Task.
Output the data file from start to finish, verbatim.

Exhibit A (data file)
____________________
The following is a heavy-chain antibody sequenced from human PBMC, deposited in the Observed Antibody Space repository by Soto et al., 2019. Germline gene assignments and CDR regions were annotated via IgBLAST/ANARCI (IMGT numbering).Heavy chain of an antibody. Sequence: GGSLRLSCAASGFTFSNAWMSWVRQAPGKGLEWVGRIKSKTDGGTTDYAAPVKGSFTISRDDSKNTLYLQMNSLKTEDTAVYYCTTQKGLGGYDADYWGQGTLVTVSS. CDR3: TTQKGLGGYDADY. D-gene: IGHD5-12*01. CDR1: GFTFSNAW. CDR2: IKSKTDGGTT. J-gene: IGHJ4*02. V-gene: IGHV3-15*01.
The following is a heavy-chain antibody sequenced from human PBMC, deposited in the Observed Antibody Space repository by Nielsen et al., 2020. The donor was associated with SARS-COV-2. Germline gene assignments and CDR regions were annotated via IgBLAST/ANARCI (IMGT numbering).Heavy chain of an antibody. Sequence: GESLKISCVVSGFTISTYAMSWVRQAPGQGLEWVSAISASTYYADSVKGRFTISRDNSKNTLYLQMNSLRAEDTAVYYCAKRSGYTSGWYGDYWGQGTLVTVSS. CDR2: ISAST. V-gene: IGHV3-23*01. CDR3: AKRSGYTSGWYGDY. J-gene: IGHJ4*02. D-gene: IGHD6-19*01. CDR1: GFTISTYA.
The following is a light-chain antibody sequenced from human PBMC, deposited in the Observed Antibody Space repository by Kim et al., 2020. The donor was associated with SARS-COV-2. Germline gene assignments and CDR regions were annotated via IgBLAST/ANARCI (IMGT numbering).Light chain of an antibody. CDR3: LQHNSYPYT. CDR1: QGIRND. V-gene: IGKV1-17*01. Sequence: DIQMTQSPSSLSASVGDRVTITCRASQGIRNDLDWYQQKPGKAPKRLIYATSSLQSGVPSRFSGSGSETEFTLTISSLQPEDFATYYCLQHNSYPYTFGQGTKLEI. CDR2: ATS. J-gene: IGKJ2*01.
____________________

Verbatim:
The following is a heavy-chain antibody sequenced from human PBMC, deposited in the Observed Antibody Space repository by Soto et al., 2019. Germline gene assignments and CDR regions were annotated via IgBLAST/ANARCI (IMGT numbering).Heavy chain of an antibody. Sequence: GGSLRLSCAASGFTFSNAWMSWVRQAPGKGLEWVGRIKSKTDGGTTDYAAPVKGSFTISRDDSKNTLYLQMNSLKTEDTAVYYCTTQKGLGGYDADYWGQGTLVTVSS. CDR3: TTQKGLGGYDADY. D-gene: IGHD5-12*01. CDR1: GFTFSNAW. CDR2: IKSKTDGGTT. J-gene: IGHJ4*02. V-gene: IGHV3-15*01.
The following is a heavy-chain antibody sequenced from human PBMC, deposited in the Observed Antibody Space repository by Nielsen et al., 2020. The donor was associated with SARS-COV-2. Germline gene assignments and CDR regions were annotated via IgBLAST/ANARCI (IMGT numbering).Heavy chain of an antibody. Sequence: GESLKISCVVSGFTISTYAMSWVRQAPGQGLEWVSAISASTYYADSVKGRFTISRDNSKNTLYLQMNSLRAEDTAVYYCAKRSGYTSGWYGDYWGQGTLVTVSS. CDR2: ISAST. V-gene: IGHV3-23*01. CDR3: AKRSGYTSGWYGDY. J-gene: IGHJ4*02. D-gene: IGHD6-19*01. CDR1: GFTISTYA.
The following is a light-chain antibody sequenced from human PBMC, deposited in the Observed Antibody Space repository by Kim et al., 2020. The donor was associated with SARS-COV-2. Germline gene assignments and CDR regions were annotated via IgBLAST/ANARCI (IMGT numbering).Light chain of an antibody. CDR3: LQHNSYPYT. CDR1: QGIRND. V-gene: IGKV1-17*01. Sequence: DIQMTQSPSSLSASVGDRVTITCRASQGIRNDLDWYQQKPGKAPKRLIYATSSLQSGVPSRFSGSGSETEFTLTISSLQPEDFATYYCLQHNSYPYTFGQGTKLEI. CDR2: ATS. J-gene: IGKJ2*01.